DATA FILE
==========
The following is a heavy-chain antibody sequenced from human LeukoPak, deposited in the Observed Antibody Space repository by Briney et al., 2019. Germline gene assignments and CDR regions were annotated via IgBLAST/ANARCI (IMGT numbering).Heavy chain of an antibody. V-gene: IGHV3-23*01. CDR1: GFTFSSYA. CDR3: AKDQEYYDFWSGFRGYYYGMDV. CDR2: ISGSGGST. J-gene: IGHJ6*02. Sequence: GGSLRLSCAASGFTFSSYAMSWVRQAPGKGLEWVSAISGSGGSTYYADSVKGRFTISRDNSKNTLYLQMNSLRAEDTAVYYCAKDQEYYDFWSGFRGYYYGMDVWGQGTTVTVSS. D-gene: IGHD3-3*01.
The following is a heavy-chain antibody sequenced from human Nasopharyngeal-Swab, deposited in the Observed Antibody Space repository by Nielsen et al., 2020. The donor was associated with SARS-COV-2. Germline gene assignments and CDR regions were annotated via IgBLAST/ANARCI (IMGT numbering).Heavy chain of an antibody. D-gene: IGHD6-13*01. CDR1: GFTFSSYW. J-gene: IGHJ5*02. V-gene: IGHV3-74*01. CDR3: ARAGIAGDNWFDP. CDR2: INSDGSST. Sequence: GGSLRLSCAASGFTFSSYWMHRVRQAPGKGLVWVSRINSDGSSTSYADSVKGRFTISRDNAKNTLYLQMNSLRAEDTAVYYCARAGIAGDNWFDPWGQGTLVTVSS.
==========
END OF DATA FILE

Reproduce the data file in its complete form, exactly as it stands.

The following is a heavy-chain antibody sequenced from human LeukoPak, deposited in the Observed Antibody Space repository by Briney et al., 2019. Germline gene assignments and CDR regions were annotated via IgBLAST/ANARCI (IMGT numbering).Heavy chain of an antibody. V-gene: IGHV3-23*01. CDR1: GFTFSSYA. CDR3: AKDQEYYDFWSGFRGYYYGMDV. CDR2: ISGSGGST. J-gene: IGHJ6*02. Sequence: GGSLRLSCAASGFTFSSYAMSWVRQAPGKGLEWVSAISGSGGSTYYADSVKGRFTISRDNSKNTLYLQMNSLRAEDTAVYYCAKDQEYYDFWSGFRGYYYGMDVWGQGTTVTVSS. D-gene: IGHD3-3*01.
The following is a heavy-chain antibody sequenced from human Nasopharyngeal-Swab, deposited in the Observed Antibody Space repository by Nielsen et al., 2020. The donor was associated with SARS-COV-2. Germline gene assignments and CDR regions were annotated via IgBLAST/ANARCI (IMGT numbering).Heavy chain of an antibody. D-gene: IGHD6-13*01. CDR1: GFTFSSYW. J-gene: IGHJ5*02. V-gene: IGHV3-74*01. CDR3: ARAGIAGDNWFDP. CDR2: INSDGSST. Sequence: GGSLRLSCAASGFTFSSYWMHRVRQAPGKGLVWVSRINSDGSSTSYADSVKGRFTISRDNAKNTLYLQMNSLRAEDTAVYYCARAGIAGDNWFDPWGQGTLVTVSS.